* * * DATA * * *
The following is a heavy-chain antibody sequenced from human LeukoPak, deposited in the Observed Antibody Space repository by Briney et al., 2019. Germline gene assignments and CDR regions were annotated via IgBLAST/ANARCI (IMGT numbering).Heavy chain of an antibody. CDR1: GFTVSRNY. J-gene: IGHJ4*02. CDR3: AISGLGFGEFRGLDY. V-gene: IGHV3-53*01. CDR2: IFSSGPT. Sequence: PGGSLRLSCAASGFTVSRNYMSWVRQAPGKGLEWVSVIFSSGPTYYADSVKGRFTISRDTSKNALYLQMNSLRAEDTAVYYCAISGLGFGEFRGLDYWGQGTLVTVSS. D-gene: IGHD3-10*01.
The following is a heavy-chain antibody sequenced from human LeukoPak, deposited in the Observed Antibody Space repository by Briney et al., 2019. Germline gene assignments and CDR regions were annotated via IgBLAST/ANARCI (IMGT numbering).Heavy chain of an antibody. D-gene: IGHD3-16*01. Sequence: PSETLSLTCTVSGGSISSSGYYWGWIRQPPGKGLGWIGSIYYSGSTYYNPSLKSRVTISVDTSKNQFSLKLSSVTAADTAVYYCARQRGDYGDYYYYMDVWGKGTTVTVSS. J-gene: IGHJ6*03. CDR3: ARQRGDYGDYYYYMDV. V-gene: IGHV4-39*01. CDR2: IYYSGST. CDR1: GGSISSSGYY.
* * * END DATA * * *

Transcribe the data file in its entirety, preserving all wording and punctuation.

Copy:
The following is a heavy-chain antibody sequenced from human LeukoPak, deposited in the Observed Antibody Space repository by Briney et al., 2019. Germline gene assignments and CDR regions were annotated via IgBLAST/ANARCI (IMGT numbering).Heavy chain of an antibody. CDR1: GFTVSRNY. J-gene: IGHJ4*02. CDR3: AISGLGFGEFRGLDY. V-gene: IGHV3-53*01. CDR2: IFSSGPT. Sequence: PGGSLRLSCAASGFTVSRNYMSWVRQAPGKGLEWVSVIFSSGPTYYADSVKGRFTISRDTSKNALYLQMNSLRAEDTAVYYCAISGLGFGEFRGLDYWGQGTLVTVSS. D-gene: IGHD3-10*01.
The following is a heavy-chain antibody sequenced from human LeukoPak, deposited in the Observed Antibody Space repository by Briney et al., 2019. Germline gene assignments and CDR regions were annotated via IgBLAST/ANARCI (IMGT numbering).Heavy chain of an antibody. D-gene: IGHD3-16*01. Sequence: PSETLSLTCTVSGGSISSSGYYWGWIRQPPGKGLGWIGSIYYSGSTYYNPSLKSRVTISVDTSKNQFSLKLSSVTAADTAVYYCARQRGDYGDYYYYMDVWGKGTTVTVSS. J-gene: IGHJ6*03. CDR3: ARQRGDYGDYYYYMDV. V-gene: IGHV4-39*01. CDR2: IYYSGST. CDR1: GGSISSSGYY.